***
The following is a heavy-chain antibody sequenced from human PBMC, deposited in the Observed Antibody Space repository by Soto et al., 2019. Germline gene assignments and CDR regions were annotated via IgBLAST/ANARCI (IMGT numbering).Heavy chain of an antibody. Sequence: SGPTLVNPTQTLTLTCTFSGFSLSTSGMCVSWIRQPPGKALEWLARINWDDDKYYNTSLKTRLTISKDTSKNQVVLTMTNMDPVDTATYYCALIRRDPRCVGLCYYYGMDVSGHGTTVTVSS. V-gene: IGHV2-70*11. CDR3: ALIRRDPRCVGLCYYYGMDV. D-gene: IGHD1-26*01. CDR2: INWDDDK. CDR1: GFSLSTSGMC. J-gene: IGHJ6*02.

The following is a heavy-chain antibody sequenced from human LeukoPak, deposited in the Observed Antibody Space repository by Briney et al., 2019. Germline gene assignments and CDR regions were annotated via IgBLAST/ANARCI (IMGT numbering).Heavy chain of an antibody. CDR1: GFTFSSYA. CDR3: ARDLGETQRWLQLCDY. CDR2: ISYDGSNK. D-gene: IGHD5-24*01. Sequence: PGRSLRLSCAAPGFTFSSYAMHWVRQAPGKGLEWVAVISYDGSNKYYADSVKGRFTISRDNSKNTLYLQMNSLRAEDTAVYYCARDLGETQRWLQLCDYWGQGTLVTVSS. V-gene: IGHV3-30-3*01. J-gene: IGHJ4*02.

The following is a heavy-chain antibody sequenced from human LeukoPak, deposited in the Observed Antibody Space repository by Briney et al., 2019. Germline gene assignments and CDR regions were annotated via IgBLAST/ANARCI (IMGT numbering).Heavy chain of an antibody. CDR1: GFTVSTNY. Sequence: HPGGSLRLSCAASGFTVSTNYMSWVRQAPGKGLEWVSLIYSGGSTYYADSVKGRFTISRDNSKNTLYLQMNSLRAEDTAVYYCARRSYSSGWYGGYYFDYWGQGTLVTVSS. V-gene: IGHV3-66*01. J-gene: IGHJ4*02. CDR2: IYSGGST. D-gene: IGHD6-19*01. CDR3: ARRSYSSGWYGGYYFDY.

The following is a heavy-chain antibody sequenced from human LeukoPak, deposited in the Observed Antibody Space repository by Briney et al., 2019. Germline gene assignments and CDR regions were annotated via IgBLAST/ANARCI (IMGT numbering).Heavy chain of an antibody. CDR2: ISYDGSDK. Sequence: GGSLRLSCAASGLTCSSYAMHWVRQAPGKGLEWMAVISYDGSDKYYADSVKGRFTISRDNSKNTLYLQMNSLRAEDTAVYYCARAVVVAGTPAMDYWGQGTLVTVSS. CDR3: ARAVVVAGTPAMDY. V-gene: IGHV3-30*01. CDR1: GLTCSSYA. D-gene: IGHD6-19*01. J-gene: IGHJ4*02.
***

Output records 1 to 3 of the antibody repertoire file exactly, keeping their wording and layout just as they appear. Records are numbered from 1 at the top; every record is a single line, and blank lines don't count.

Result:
The following is a heavy-chain antibody sequenced from human PBMC, deposited in the Observed Antibody Space repository by Soto et al., 2019. Germline gene assignments and CDR regions were annotated via IgBLAST/ANARCI (IMGT numbering).Heavy chain of an antibody. Sequence: SGPTLVNPTQTLTLTCTFSGFSLSTSGMCVSWIRQPPGKALEWLARINWDDDKYYNTSLKTRLTISKDTSKNQVVLTMTNMDPVDTATYYCALIRRDPRCVGLCYYYGMDVSGHGTTVTVSS. V-gene: IGHV2-70*11. CDR3: ALIRRDPRCVGLCYYYGMDV. D-gene: IGHD1-26*01. CDR2: INWDDDK. CDR1: GFSLSTSGMC. J-gene: IGHJ6*02.

The following is a heavy-chain antibody sequenced from human LeukoPak, deposited in the Observed Antibody Space repository by Briney et al., 2019. Germline gene assignments and CDR regions were annotated via IgBLAST/ANARCI (IMGT numbering).Heavy chain of an antibody. CDR1: GFTFSSYA. CDR3: ARDLGETQRWLQLCDY. CDR2: ISYDGSNK. D-gene: IGHD5-24*01. Sequence: PGRSLRLSCAAPGFTFSSYAMHWVRQAPGKGLEWVAVISYDGSNKYYADSVKGRFTISRDNSKNTLYLQMNSLRAEDTAVYYCARDLGETQRWLQLCDYWGQGTLVTVSS. V-gene: IGHV3-30-3*01. J-gene: IGHJ4*02.

The following is a heavy-chain antibody sequenced from human LeukoPak, deposited in the Observed Antibody Space repository by Briney et al., 2019. Germline gene assignments and CDR regions were annotated via IgBLAST/ANARCI (IMGT numbering).Heavy chain of an antibody. CDR1: GFTVSTNY. Sequence: HPGGSLRLSCAASGFTVSTNYMSWVRQAPGKGLEWVSLIYSGGSTYYADSVKGRFTISRDNSKNTLYLQMNSLRAEDTAVYYCARRSYSSGWYGGYYFDYWGQGTLVTVSS. V-gene: IGHV3-66*01. J-gene: IGHJ4*02. CDR2: IYSGGST. D-gene: IGHD6-19*01. CDR3: ARRSYSSGWYGGYYFDY.